OUR HAUS IS A VERY, VERY, VERY BAD HOUSE! Property pollution plagues Yarra Council

EXCLUSIVE: Property pollution from one of Melbourne’s ugliest buildings is plaguing residents in the city’s north. Gary Johnston investigates.

Yarra City Council in Melbourne’s resurgent inner North, is one of the few Green Party influenced local administrations in Australia. No surprise therefore that the council is run according to a somewhat hubristic policy of clean ecological cognisance, leading to a building boom focusing on high rise, low density apartments.

Such is the rate of development in Yarra in fact, that some residents claim the area sees more cranes than the coastal mudflats of Moreton Bay.

The main beneficiaries of this urban regeneration however, are not the long term residents, many of whom are of South European origin. Or, for that matter, the new occupiers; in the main young professionals prepared to splash out $500,000 on a one bedroom apartment so compact and bijou you can lock the front door, raid the fridge, do the washing up and make the bed, all without stirring from your favourite armchair.

Sensing an opportunity, builders of every hue have latched on the possibilities of a council prepared to give the green light to built it fast, built it cheap, multi-storey development and allegations abound of substandard materials, shonky work practices and a flagrant disregard for regulations, safe in the knowledge that Yarra politicians are likely to be swayed more by ideology than basic standards.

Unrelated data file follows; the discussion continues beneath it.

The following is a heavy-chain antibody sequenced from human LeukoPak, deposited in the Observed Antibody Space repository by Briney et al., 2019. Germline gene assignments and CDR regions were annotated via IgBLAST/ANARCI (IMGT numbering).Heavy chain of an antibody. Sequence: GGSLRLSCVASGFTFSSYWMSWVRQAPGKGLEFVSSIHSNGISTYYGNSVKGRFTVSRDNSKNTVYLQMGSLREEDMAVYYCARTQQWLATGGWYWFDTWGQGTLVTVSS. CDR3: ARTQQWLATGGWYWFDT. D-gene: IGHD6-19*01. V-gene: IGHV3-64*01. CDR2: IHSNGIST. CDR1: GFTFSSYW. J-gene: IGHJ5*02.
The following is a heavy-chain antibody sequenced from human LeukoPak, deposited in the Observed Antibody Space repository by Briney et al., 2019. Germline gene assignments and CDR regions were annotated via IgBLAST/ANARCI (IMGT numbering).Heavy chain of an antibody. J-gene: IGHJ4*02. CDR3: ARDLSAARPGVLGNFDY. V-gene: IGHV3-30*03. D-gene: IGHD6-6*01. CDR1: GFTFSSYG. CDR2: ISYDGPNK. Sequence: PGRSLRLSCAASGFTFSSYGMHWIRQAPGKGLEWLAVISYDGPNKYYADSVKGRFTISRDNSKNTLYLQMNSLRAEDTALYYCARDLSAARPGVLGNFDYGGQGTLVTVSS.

Nowhere is this unhappy situation better illustrated than in the case of Steve Angelo, the proprietor of the Angelo Group and the builder responsible for the Haus project; a notorious construction voted the ugliest erection in Melbourne, a title previously – though not very proudly –  held by a certain ex-Lord Mayor.

So grotesque is the  Haus edifice, in fact, that the architect who designed it is said to have considered throwing herself from its grey concrete encased rooftop terrace, an action she only recanted on because she couldn’t bear to look at the building, never mind enter its ghastly portals.

OUR HAUS IS A VERY, VERY, VERY BAD HOUSE! Property pollution plagues Yarra Council

The Haus development: Regarded by many as Melbourne’s ugliest building (Image: Supplied)

The group, whose curriculum vitae is reputed to be littered with unpaid bills, non union labour and cursory fines, many of which have been apparently ‘overlooked’ is said by many in the industry to be bigger cowboys than Buffalo Bill Cody and they certainly seem to share a number of primary characteristics with the notorious, self-serving Bison slaughterer.

Chief amongst those unlovely traits is a near pathological level of greed and disregard for ecological consequences which, paradoxically, has not dissuaded the politically clean Yarra council from authorising the Angelo group to build another high rise, low quality development in another part of the local area.